So, even in times of persecution, when Christians from all backgrounds, slaves and free, Jew and Greek, rich and poor, would assemble in the largest room in the house of one of the wealthier members of the Church, Sunday by Sunday to celebrate the Eucharist together, the Church has known the centrality and importance of this act in which we participate tonight. In the early days Christians would generally take home enough of the consecrated species to allow them to receive Holy Communion at home each day until they could come together again the following Sunday. ‘Do this as often’,’ said the Lord, as often as you eat and drink. Perhaps even the discovery of a fragment of the consecrated bread by a magistrate on the person of a Christian would be enough to condemn him to death. Fed with the Body and Blood of Christ, they defied death.
From the later Middle Ages, the Church went through a period when Holy Communion became less frequent. Fear of eating and drinking the Body and Blood of the Lord unworthily led people to approach the sacrament less frequently, even perhaps only once a year during Eastertide, whilst still attending a weekly celebration of the Mass. The earliest Church of England prayer books after the Reformation insisted on reception of Holy Communion three times a year, of which Easter should be one. That remains the minimum obligation on those confirmed in the Church of England - though now frequent Holy Communion has become the norm in the Church. During the days of infrequent Communion, there was no less devotion to the presence of Christ in the Holy Eucharist, perhaps even more so. A graphic illustration of the reality of that presence can be seen in a 14th century illustration from a prayer book on the cover of the order of service this afternoon. The blood of the crucified Lord Jesus pours straight from the wound in his side into the bread, the elevated host, and into the chalice. When most of the faithful did not receive Holy Communion, the moment of elevation of the host and the chalice became particularly important. Priests were expected to hold the host high so that all could see. With heavy vestments this could be difficult, so most chasubles were cut back so that their weight was no longer on the priest’s arms. It was not unknown for the faithful to cry out, ‘Heave it higher, sir priest.’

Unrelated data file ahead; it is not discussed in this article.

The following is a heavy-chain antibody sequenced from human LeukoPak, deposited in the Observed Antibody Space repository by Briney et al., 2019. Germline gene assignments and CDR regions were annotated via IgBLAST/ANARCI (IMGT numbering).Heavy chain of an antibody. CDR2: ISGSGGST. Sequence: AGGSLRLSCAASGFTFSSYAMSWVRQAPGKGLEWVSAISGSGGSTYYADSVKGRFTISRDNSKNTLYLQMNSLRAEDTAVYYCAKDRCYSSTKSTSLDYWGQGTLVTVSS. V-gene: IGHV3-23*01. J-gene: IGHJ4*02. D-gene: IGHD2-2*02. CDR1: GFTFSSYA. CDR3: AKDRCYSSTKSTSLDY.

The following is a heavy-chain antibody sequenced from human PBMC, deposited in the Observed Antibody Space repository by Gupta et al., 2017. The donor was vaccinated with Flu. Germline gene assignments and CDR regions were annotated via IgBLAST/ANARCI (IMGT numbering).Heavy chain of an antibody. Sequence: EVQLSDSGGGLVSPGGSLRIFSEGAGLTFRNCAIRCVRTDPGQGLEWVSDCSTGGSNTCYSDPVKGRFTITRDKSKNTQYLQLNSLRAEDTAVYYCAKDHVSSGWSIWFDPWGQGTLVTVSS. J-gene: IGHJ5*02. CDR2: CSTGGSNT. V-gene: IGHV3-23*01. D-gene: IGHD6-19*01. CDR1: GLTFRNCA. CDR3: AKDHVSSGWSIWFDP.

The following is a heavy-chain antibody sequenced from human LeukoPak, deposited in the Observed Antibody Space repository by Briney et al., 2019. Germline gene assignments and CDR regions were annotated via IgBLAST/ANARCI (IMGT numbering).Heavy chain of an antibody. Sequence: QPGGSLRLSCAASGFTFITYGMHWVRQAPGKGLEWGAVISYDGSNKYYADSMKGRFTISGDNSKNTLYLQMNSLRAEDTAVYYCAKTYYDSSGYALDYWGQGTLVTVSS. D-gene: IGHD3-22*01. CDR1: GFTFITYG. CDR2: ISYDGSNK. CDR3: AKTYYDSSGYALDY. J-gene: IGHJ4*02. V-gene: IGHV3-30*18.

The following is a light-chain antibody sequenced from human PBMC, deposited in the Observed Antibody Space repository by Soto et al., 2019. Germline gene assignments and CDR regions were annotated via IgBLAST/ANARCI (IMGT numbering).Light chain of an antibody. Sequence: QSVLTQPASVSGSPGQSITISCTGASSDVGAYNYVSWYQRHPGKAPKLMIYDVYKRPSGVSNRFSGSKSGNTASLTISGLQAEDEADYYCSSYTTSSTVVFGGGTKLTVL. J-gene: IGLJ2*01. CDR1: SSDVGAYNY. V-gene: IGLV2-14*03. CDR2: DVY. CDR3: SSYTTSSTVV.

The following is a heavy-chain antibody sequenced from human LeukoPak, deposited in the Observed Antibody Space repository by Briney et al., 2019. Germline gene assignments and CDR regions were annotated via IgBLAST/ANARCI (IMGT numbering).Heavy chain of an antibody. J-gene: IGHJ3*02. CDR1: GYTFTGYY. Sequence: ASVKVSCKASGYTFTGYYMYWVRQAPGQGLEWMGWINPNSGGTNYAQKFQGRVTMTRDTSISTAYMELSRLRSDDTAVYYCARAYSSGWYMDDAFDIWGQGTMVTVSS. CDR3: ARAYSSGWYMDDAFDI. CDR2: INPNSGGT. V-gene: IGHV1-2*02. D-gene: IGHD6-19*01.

For us, for whom the reception of Holy Communion is weekly or more frequent, the risk is of over-familiarity with the Eucharist. We tend to take for granted the wonderful gift we receive. Too easily we ignore the reality of the presence of our Lord Jesus Christ. We become careless as we approach him who gives us his flesh to eat and his blood to drink. We fail to recognise in the bread and wine the body and blood our Lord gave on the Cross for the life of the world. We must always guard against this complacency. The Holy Eucharist is a family meal, in which the Christian family is fed. But the host is our Lord and the food is his life. Without this wonderful gift, we know we cannot live truly as part of his Body; the task would be too hard. But we must never become casual in 0ur devotion to our loving Lord, as we prepare to meet him, hidden humbly under the forms of bread and wine.
The Jesuit poet Gerard Manley Hopkins translated into English one of St Thomas’s famous Corpus Christi hymns:
Godhead here in hiding, whom I do adore,
Masked by these bare shadows, shape and nothing more,
See, Lord, at Thy service low lies here a heart
Lost, all lost in wonder at the God thou art.
Jesu, whom I look at shrouded here below,
I beseech thee send me what I thirst for so,
Some day to gaze on thee face to face in light
And be blest for ever with Thy glory's sight. Amen.